In public, the WC is available at cafes, gas stations, indoor markets, and for cash at fully automated pods situated in high-touristed areas. It was a news story widely picked up, for some reason, when the Finnish Roadside Authority started requiring users to text-message the toilet to open the door at rest stops–supposed to reduce vandalism. Finns say it was pretty much a non-issue, as they are all on the phone all the time and already do all sorts of things by mobile phone, including paying for parking, metro tickets, various entertainment…why not for relief?
As an aside…Finns are on the phone all the time. Maybe that’s why they’re so reserved…they’re too busy on the phone to notice the people out there. When we arrived at the Helsinki airport, we were greeted with hugs and a phone–and very handy it was in a family group of six or eight highly impulsive people all headed out in whatever direction looked good at the moment, rarely in synchrony.
As for the private bathrooms, my experience all comes from relatively new construction, from the 1980s or later. The Finnish bathroom first of all has a handy feature in the door, a “bolt indicator” as I learned while trying to shop for some…I’m looking to adopt the custom here, although all the (expensive) choices I find are sold from the UK. It’s a deadbolt that shows a tiny “occupied” or red dot marker on the outside when locked, just like in an airplane…makes sense to me, a lot more than the dumb doorknob locks we have in this house that don’t actually work anymore. Very subtle sign that I missed until it was pointed out to me, but it saves rattling doorknobs and walking in on your visitors.
The bathroom is divided roughly into four quadrants. There’s a drain towards one side and the floor slopes there…no shower stall or bathtub but a showerhead, maybe with a ring from the ceiling with a shower curtain that can close around. A sink near that, sometimes using a single diverter for the shower and the sink. There’s a big floor squeegee nearby, perhaps, and in that case you squick off the floor after your shower. The other two quadrants hold the toilet throne and a smallish washer and dryer. There might be a towel rack or there might not, and that door over there is not the master closet you’re accustomed to in your American master bath. Clothes and storage are elsewhere. This door leads inward to the electric sauna.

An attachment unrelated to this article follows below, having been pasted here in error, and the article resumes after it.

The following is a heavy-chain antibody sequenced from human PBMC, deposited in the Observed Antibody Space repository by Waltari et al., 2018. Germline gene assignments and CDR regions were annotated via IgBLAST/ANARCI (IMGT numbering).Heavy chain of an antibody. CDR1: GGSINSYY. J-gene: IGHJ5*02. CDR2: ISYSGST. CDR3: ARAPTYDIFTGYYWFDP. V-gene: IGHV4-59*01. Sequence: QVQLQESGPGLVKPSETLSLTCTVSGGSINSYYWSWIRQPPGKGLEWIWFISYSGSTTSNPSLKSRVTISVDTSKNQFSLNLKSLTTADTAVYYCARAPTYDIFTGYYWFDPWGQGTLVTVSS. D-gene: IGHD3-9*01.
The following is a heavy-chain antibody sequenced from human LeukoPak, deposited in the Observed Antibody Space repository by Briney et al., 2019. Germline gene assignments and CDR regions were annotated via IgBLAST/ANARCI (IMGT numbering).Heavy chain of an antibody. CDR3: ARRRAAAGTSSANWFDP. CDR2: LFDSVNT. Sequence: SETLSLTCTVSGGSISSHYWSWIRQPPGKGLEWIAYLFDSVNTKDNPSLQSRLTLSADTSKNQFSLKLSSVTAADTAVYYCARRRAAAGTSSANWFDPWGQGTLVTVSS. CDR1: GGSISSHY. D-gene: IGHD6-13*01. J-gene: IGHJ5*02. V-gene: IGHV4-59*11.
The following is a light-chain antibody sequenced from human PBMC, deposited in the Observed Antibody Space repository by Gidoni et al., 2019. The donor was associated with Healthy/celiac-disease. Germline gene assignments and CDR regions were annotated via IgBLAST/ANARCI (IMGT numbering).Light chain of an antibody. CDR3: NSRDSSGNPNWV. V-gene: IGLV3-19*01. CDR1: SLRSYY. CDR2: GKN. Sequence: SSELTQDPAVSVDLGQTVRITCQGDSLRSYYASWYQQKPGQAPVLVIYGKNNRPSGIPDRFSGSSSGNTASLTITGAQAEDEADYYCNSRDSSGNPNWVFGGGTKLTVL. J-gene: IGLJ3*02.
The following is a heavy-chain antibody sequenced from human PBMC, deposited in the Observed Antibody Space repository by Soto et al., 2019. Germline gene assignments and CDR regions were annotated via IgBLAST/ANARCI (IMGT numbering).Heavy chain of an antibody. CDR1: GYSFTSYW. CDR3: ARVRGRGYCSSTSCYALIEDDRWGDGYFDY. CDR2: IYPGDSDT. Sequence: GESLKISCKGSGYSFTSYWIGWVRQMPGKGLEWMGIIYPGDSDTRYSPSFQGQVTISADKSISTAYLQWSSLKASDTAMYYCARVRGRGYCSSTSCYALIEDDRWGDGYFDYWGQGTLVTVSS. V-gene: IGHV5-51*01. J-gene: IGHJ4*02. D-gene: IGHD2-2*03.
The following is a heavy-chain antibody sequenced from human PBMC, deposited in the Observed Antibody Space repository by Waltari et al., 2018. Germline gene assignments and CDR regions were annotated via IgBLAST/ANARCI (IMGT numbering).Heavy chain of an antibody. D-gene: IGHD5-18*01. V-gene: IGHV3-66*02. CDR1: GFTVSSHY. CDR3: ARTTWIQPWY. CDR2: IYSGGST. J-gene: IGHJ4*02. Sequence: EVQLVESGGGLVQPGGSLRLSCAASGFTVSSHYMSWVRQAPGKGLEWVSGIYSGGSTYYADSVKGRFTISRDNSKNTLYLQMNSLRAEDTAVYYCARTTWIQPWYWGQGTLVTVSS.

The sauna I love, though, is the one at the summerplace or lake cottage out in the country, a separate little building with a wood stove, the place that’s warm when you’re cold, the place that’s clean when you’re dirty and there’s no running water to be had. The place that smells heavenly, of heated cedar and birch smoke and steam…at least until your husband decides to try throwing beer on the stove. Honestly. He said he saw it on the Simpsons. I said, “and if Homer threw a pig off a bridge, does that mean YOU would–” and then realized that Homer has thrown a pig off a bridge, and it’s better not to give the man ideas. Scorched beer fumes, gah. Pretty much any bad idea you can have, Homer has done it. Although come to think of it, it was Marge who poured the beer on the stove. Hmm.
I guess Marge knew her man. And this topic has been derailed. Oh well. It was time to stop, anyway.
Cigar boxes, how I do love thee.
Seriously. Just plain old empty wood cigar boxes. The woods, the labels, the fragrance, the sheer nifty goodness of packaging–the fact that there’s something left over after the contents are gone that’s worth having in itself. I could build a shrine to them. Of them. I certainly have enough of them lying around here.
I like them plain, but I give them away decoupaged on top, lined with fabric. I’m loving them even more this year now that I’ve got some decent Envirotex results. It took me a while because I couldn’t find any very detailed description of how it’s done, so here’s one from me. I suggest trying the tray first for reasons described in that post. I’ll be describing top-only Envirotex application.
None of this is hard, but there are critical steps; you cannot get a good result without them.
First, give yourself enough time. When I’m working on a cigar box, I may use wood filler, a finish restorer, gesso, paint, glue, varnish, wax, and Envirotex resin. Each of these has a different cure time. You have to honor cure times. Just because you really need your project to be finished tomorrow isn’t going to speed up the chemical reactions taking place. Mix uncured media and you’re going to get nasty effects.